After the death of Muhammad Adil Shah in 1656 CE, the region became unstable due to conflicts between Bijapur, the Mughals and the Marathas. In 1663 CE, the Dutch took control of Cochin in present-day Kerala, after which the strategic importance of Vengurla declined.
Refuge of a Mughal Prince
When Mughal Prince Muhammad Akbar unsuccessfully rebelled against his father Emperor Aurangzeb, he sought refuge in Maharashtra under Chhatrapati Sambhaji. Akbar lived in the Dutch factory in 1683 CE and, from here, escaped to Persia, never to return. Aurangzeb turned his wrath on Vengurla and its Dutch factory, and his son Shah Alam sacked the town in 1684 CE.
The Maratha-Mughal wars that followed significantly compromised the Dutch’s inland trade. Officially, the Dutch ceased operations in Vengurla in 1692, but the factory was abandoned long before that, in 1685.
New Rulers: The Sawants
Vengurla’s fortunes changed hands after that and the port town passed to the Sawants of Wadi, local chieftains in the southern Konkan region. Originally, feudatories of the Bijapur kingdom, they switched allegiance to whoever was in power. Alternatively, they were loyal to the Marathas, Mughals and the Portuguese, at different points in time.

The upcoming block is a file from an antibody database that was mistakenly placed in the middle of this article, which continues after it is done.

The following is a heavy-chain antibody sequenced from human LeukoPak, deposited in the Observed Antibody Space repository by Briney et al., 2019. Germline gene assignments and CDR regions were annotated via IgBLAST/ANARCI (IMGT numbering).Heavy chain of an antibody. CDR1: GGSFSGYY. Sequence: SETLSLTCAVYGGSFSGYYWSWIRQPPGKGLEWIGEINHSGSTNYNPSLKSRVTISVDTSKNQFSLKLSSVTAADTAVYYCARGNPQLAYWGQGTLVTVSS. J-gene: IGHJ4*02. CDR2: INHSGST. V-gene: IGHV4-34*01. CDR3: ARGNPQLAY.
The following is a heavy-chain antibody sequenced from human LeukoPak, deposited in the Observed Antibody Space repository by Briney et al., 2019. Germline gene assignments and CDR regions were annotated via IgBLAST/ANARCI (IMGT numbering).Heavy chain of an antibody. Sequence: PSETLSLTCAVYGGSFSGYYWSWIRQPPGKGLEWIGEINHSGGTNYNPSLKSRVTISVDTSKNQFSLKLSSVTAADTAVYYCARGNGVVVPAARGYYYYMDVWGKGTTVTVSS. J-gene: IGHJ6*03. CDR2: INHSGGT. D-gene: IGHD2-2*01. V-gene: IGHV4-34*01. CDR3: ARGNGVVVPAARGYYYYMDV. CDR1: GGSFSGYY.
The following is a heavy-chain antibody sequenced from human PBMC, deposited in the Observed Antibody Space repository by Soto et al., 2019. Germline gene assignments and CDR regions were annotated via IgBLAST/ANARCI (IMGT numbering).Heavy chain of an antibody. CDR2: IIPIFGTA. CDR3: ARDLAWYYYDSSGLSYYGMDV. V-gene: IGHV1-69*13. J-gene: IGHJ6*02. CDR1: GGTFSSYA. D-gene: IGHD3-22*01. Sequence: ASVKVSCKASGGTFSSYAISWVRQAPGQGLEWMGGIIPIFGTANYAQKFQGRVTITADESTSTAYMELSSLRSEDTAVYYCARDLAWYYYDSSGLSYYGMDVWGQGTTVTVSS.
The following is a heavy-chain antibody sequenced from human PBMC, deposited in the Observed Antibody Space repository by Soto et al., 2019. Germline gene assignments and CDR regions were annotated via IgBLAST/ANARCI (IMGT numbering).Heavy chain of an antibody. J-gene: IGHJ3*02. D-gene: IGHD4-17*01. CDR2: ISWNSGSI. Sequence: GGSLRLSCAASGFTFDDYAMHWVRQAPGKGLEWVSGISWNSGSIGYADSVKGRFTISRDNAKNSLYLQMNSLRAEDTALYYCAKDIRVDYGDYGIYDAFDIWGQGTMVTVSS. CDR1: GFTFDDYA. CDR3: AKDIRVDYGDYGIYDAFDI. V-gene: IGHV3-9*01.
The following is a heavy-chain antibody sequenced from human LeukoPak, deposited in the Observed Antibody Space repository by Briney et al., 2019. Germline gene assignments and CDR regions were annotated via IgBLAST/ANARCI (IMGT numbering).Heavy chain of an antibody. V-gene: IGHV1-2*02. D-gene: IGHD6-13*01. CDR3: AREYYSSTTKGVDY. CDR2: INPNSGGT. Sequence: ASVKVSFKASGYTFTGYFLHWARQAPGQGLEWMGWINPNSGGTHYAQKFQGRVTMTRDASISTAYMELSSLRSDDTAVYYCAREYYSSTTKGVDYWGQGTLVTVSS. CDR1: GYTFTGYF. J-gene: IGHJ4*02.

Whenever these higher powers became weak, the Sawants tried to establish themselves as independent rulers. Taking advantage of the Maratha-Mughal war, Khem Sawant II took over Vengurla. Their capital Sawantwadi or ‘Wadi’ was just 25 km from the port city. Vengurla became an important port for the kingdom for trading as well as naval activities.
Then, in 1766 CE, a treaty signed between the Sawantwadi kingdom and the British East India Company saw Vengurla fort being handed over to the British for 13 years with an extension, till 2 lakh rupees was paid by the Sawants. But the fort was forcefully taken back by Khem Sawant III in 1780 CE. In 1812, Phond Sawant III was forced to cede the port of Vengurla back to the British, including all his warships.